Background: It has been suggested that health literacy may impact the use of decision aids (DAs) among patients facing difficult decisions. Embedded in the pilot test of a questionnaire, this study aimed to measure the association between health literacy and pregnant women's intention to use a DA to decide about prenatal screening. We recruited a convenience sample of 45 pregnant women in three clinical sites (family practice teaching unit, birthing center and obstetrical ambulatory care clinic). We asked participating women to complete a self-administered questionnaire assessing their intention to use a DA to decide about prenatal screening and assessed their health literacy levels using one subjective and two objective scales.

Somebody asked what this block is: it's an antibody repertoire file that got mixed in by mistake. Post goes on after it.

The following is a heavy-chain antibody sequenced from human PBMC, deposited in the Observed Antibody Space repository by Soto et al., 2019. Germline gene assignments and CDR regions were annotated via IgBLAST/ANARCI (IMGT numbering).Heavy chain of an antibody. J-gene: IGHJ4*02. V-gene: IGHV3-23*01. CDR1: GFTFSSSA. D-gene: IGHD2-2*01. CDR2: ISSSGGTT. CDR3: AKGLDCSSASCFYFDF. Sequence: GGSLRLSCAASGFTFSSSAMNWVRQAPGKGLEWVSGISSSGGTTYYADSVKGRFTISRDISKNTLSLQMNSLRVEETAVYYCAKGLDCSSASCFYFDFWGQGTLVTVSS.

Results: Two of the three scales discriminated between levels of health literacy (three numeracy questions and three health literacy questions). We found a positive correlation between pregnant women's intention to use a DA and subjective health literacy (Spearman coefficient, Rho 0.32, P = 0.04) but not objective health literacy (Spearman coefficient, Rho 0.07, P = 0.65). Hence subjective health literacy may affect the intention to use a DA among pregnant women facing a decision about prenatal screening.

Conclusion: Special attention should be given to pregnant women with lower health literacy levels to increase their intention to use a DA and ensure that every pregnant women can give informed and value-based consent to prenatal screening.

No MeSH data available.